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Nick Esposito




Location: Northern Virgina, US
Joined: 11 Dec 2010

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PostPosted: Thu 23 Dec, 2010 6:34 pm    Post subject: Maille Sabatons         Reply with quote

During what period were Maille sabatons worn with full plate armor? And How did these compete in popularity to the Plate Sabatons which we know existed as early as 1340, from the John D'Abernon funeral brass.

This Image shows a Knight of The Battle of Agincourt, In a full Plate harness, with the exeption of the Maille Sabatons.

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Robert Hinds




Location: Whitewater, Wisconsin USA
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PostPosted: Thu 23 Dec, 2010 7:45 pm    Post subject:         Reply with quote

I know that during the 15th century the milanese suits usually had mail sabatons instead of plate. I really don't know why, you'd think for better mobility, But the plate sabatons on german suits seem to have excellent flexiblity.
"Young knight, learn to love God and revere women; thus your honor will grow. Practice knighthood and learn the Art that dignifies you, and brings you honor in wars." -Johannes Liechtenauer

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Christian G. Cameron




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PostPosted: Fri 24 Dec, 2010 5:34 am    Post subject:         Reply with quote

I'm NO armour expert.

However, I'm okay on 14th c. costume, and I'm going to speculate that there was a long period (and I'm basing this on brasses from English cathedrals) where mail CHAUSSES with feet were simply an "automatic" part of armor, and various plates on the legs--knee cops, cuisses, and greaves--were distinct add ons on top of mail chausses.

At some point, the mail chausses seem to have "withered away" and while people seem to have put voiders on arming chausses, there's some point--1380? 1420? when no one seems to have full mail chausses anymore.

BUT for a while the feet remain chain. Looking at brasses, it seems to me that there ARE plate feet as early as Hawkwood's memorial in Florence, but there are mail feet as late as --hmm--1420?

I stand ready to be buried in corrections, but I'll note this one thing--fashion trends in military gear are usually pretty conservative, so the continuation first of the mail chausses and later of the mail foot making you LOOK as if you have mail chausses would be pretty on par with other military fashion trends.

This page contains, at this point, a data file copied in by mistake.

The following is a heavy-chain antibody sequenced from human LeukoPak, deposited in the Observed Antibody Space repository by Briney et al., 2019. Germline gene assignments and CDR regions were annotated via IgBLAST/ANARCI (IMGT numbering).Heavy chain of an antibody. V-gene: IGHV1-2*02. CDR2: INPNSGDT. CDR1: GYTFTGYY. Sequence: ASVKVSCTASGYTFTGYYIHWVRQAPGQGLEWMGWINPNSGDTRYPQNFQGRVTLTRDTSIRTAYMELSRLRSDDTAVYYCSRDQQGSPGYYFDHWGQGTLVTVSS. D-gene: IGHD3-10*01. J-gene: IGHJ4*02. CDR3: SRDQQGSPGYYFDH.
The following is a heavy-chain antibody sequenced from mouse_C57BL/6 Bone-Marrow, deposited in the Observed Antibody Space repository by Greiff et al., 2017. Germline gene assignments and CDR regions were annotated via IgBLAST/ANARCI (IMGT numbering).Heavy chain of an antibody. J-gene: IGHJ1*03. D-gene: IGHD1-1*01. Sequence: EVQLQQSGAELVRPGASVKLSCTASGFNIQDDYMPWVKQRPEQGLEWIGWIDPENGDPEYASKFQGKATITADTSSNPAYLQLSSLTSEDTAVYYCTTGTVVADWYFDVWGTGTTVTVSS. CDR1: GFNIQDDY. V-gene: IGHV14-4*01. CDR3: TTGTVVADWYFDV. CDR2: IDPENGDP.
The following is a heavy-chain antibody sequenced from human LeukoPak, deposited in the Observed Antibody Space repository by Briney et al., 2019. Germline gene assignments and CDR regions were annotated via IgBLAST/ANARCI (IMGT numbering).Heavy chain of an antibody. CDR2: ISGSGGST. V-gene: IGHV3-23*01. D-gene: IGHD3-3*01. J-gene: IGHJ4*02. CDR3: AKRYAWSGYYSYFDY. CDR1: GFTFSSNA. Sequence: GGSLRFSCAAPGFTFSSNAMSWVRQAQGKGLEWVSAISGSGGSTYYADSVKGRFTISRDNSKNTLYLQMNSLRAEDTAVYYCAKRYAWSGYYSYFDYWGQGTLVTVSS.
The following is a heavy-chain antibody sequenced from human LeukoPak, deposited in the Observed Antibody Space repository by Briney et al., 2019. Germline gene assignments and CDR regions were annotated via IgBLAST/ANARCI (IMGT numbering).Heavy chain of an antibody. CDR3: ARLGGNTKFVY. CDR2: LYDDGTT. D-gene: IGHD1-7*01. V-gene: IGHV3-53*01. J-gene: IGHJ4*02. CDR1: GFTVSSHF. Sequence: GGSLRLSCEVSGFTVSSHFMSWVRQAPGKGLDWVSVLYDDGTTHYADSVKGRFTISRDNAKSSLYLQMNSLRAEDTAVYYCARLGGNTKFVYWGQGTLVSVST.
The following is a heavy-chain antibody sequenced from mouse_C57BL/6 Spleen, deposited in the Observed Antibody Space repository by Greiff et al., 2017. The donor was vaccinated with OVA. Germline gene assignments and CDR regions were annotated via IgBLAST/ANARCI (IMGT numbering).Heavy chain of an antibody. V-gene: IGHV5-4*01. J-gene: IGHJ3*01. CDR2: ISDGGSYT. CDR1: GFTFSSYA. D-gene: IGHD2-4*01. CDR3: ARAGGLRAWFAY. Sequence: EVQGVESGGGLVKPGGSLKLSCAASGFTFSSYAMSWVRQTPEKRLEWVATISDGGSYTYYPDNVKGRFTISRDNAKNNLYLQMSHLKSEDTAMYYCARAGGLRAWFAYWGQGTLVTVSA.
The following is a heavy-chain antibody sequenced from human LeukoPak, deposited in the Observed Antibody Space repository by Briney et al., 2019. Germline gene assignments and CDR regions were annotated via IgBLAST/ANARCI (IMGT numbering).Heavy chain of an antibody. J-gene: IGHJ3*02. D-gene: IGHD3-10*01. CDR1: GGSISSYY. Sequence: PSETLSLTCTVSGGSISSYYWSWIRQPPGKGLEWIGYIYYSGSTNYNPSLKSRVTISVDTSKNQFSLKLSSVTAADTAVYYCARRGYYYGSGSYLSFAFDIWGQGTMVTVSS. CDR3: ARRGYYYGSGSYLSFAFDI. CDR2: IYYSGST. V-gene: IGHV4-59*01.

Christian G. Cameron

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Christian G. Cameron




Location: Toronto, Canada
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PostPosted: Fri 24 Dec, 2010 5:35 am    Post subject:         Reply with quote

PS--I'm building my harness for Agincourt 2015, myself...I'm going with plate sabatons bc I'm sort of going with Hawkwood's armour, but I think it's a matter of taste. Well, and cash. Happy
Christian G. Cameron

Qui plus fait, miex vault

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Larry Bohnham





Joined: 20 May 2010

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PostPosted: Fri 24 Dec, 2010 11:26 am    Post subject:         Reply with quote

My 2 cents (US).

This is pure speculation on my part, and I have not one iota of empirical evidence, but I wrestled with this issue a lot and these are the ideas I've come up with.

A. Men who face the real possibility of death in battle, or elsewhere, are very resistant to changing anything until they are shown that the new gizmo is truly better than "the way we've always done it". This is definitely the case in aviation for instance. So it took a while for the old guard to accept them new fangled plate sabotons.

B. Old tech seldom is instantly vaporized out of existence once the replacement tech arrives on the scene. The two usually co-exist for some time, and given that things moved at the pace of the horse during the middle ages, I can see things taking decades or more to fully transform.

C. Some men may have just preferred to sacrifice some protection for greater flexibility and mobility. This is evident all the time in modern combat as some GI's will reduce their armor load out to be able to move quicker and or replace the weight of the plate with more ammo, etc.

D. Some men may have thought that plate sabotons increased their risk of getting a foot trapped in a stirrup and subsequently being dragged by their horse. People will often make decisions based on their perception of risk rather than the factual probability of a particular thing actually happening.

E. In order to reduce costs, either the manufacturer's or the customer's, some armorers may have offered the maille option as a price reducing tactic and or just convinced the customer to go with them and thereby increasing the gross profit on the harness for the armorer.

F. The maille sabotons seemed to hang on in Italy and southern Europe longer and it may because they were a bit cooler on the foot in hot climates that plate would probably be.